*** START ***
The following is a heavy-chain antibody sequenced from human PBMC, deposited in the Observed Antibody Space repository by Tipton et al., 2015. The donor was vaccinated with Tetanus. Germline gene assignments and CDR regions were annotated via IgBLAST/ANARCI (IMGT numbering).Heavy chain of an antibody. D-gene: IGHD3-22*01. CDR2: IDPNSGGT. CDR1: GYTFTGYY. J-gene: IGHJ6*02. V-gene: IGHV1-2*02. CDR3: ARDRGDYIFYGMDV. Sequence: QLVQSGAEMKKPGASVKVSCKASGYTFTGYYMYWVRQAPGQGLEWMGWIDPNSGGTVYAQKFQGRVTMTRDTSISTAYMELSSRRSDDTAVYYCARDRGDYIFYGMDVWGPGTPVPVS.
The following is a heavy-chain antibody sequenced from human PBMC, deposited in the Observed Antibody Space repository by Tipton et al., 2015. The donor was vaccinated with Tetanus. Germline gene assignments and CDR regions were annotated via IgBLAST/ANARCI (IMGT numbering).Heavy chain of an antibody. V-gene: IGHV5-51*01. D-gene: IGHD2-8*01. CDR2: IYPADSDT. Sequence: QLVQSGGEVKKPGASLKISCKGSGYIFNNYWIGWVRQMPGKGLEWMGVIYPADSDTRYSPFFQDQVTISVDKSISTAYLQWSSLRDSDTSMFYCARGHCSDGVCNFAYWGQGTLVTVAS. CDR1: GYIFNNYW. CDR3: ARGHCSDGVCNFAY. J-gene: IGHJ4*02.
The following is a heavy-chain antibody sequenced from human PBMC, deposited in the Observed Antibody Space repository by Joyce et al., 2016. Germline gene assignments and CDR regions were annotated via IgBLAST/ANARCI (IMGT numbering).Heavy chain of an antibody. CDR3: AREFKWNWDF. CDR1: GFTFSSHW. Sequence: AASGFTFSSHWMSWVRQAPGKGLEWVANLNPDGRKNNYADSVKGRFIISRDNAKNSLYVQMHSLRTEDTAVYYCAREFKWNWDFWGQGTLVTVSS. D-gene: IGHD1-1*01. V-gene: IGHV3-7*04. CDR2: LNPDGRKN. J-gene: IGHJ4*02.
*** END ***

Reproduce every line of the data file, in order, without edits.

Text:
The following is a heavy-chain antibody sequenced from human PBMC, deposited in the Observed Antibody Space repository by Tipton et al., 2015. The donor was vaccinated with Tetanus. Germline gene assignments and CDR regions were annotated via IgBLAST/ANARCI (IMGT numbering).Heavy chain of an antibody. D-gene: IGHD3-22*01. CDR2: IDPNSGGT. CDR1: GYTFTGYY. J-gene: IGHJ6*02. V-gene: IGHV1-2*02. CDR3: ARDRGDYIFYGMDV. Sequence: QLVQSGAEMKKPGASVKVSCKASGYTFTGYYMYWVRQAPGQGLEWMGWIDPNSGGTVYAQKFQGRVTMTRDTSISTAYMELSSRRSDDTAVYYCARDRGDYIFYGMDVWGPGTPVPVS.
The following is a heavy-chain antibody sequenced from human PBMC, deposited in the Observed Antibody Space repository by Tipton et al., 2015. The donor was vaccinated with Tetanus. Germline gene assignments and CDR regions were annotated via IgBLAST/ANARCI (IMGT numbering).Heavy chain of an antibody. V-gene: IGHV5-51*01. D-gene: IGHD2-8*01. CDR2: IYPADSDT. Sequence: QLVQSGGEVKKPGASLKISCKGSGYIFNNYWIGWVRQMPGKGLEWMGVIYPADSDTRYSPFFQDQVTISVDKSISTAYLQWSSLRDSDTSMFYCARGHCSDGVCNFAYWGQGTLVTVAS. CDR1: GYIFNNYW. CDR3: ARGHCSDGVCNFAY. J-gene: IGHJ4*02.
The following is a heavy-chain antibody sequenced from human PBMC, deposited in the Observed Antibody Space repository by Joyce et al., 2016. Germline gene assignments and CDR regions were annotated via IgBLAST/ANARCI (IMGT numbering).Heavy chain of an antibody. CDR3: AREFKWNWDF. CDR1: GFTFSSHW. Sequence: AASGFTFSSHWMSWVRQAPGKGLEWVANLNPDGRKNNYADSVKGRFIISRDNAKNSLYVQMHSLRTEDTAVYYCAREFKWNWDFWGQGTLVTVSS. D-gene: IGHD1-1*01. V-gene: IGHV3-7*04. CDR2: LNPDGRKN. J-gene: IGHJ4*02.